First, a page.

CAIRO (Reuters) – Non-oil private economic activity in Egypt contracted at the quickest rate in almost three years in January as sales and new export orders slumped, a survey showed on Tuesday.
The IHS Markit Egypt Purchasing Managers’ Index (PMI) for the non-oil private sector slid to 46.0 in January from 48.2 in December, well below the 50.0 threshold that separates growth from contraction.
“Firms squarely linked this to falling sales, with customers increasingly cautious about their expenditure and new contracts dwindling,” IHS Markit economist David Owen said. “This led to softer output, reduced employment and a marked drop in overall purchases.”
The January reading was the worst since the months immediately following a November 2016 IMF-backed economic reform plan that included a halving of the value of Egypt’s currency, a sharp increase in fuel prices and the imposition of a 13% value-added tax.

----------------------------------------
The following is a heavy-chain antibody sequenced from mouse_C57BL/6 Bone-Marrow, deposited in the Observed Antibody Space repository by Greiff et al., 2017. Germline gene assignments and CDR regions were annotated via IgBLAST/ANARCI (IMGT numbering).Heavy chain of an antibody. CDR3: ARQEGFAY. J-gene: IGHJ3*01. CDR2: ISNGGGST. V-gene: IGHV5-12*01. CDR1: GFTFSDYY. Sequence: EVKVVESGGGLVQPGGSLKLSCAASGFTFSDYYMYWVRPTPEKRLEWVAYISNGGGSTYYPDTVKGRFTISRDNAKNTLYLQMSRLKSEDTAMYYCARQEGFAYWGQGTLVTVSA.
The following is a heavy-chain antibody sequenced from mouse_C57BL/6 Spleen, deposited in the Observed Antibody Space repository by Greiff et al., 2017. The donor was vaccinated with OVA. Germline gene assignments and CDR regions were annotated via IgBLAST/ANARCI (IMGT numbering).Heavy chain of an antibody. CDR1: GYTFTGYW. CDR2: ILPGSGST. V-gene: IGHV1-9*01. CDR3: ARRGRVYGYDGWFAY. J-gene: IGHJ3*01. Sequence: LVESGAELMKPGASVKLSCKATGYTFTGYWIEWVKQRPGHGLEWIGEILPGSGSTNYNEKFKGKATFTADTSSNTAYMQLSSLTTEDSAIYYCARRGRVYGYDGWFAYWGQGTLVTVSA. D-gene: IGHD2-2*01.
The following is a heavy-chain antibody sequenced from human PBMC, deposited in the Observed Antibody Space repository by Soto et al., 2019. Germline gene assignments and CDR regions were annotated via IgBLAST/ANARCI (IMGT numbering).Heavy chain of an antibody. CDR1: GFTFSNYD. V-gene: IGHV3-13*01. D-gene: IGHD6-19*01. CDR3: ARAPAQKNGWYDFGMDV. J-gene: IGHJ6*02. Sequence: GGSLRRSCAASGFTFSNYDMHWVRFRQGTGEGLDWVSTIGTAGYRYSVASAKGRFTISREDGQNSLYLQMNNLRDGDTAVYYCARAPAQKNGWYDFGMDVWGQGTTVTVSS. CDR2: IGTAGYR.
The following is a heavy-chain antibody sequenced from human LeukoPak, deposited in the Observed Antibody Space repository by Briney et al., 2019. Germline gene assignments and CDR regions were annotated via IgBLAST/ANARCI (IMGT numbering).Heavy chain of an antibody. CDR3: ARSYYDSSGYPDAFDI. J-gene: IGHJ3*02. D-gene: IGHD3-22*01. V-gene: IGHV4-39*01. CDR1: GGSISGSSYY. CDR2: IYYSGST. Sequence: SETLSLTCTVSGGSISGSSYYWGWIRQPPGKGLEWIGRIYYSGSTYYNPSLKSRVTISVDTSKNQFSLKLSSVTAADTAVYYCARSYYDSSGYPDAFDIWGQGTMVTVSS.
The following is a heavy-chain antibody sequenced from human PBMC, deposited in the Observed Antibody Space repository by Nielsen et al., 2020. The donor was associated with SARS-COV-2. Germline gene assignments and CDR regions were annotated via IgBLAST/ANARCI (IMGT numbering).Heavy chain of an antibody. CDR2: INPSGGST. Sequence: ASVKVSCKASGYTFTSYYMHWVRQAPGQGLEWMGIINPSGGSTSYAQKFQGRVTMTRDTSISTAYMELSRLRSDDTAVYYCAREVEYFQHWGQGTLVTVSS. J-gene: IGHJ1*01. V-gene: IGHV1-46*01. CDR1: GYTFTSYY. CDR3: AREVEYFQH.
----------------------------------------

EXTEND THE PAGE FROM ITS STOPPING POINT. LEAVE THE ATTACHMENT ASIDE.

It was also the sixth consecutive month of decline for private non-oil business activity. Activity has expanded in only six of the last 54 months, according to the PMI.
The January survey said output at Egyptian firms contracted sharply, as did new orders.
“Employment and purchases were also down solidly, leading to only a slight uptick in input costs and driving firms to offer discounts for the third month in a row,” the survey said.
Export orders received by the non-oil companies shrank for a fourth successive month, with the index registering 38.5, its lowest reading in three and a half years.
“Softer trade conditions reportedly led to less foreign contracts,” the survey said. “Moreover, the latest decline was steep and the fastest observed since October 2016.”
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(Reporting by Patrick Werr; Editing by Hugh Lawson)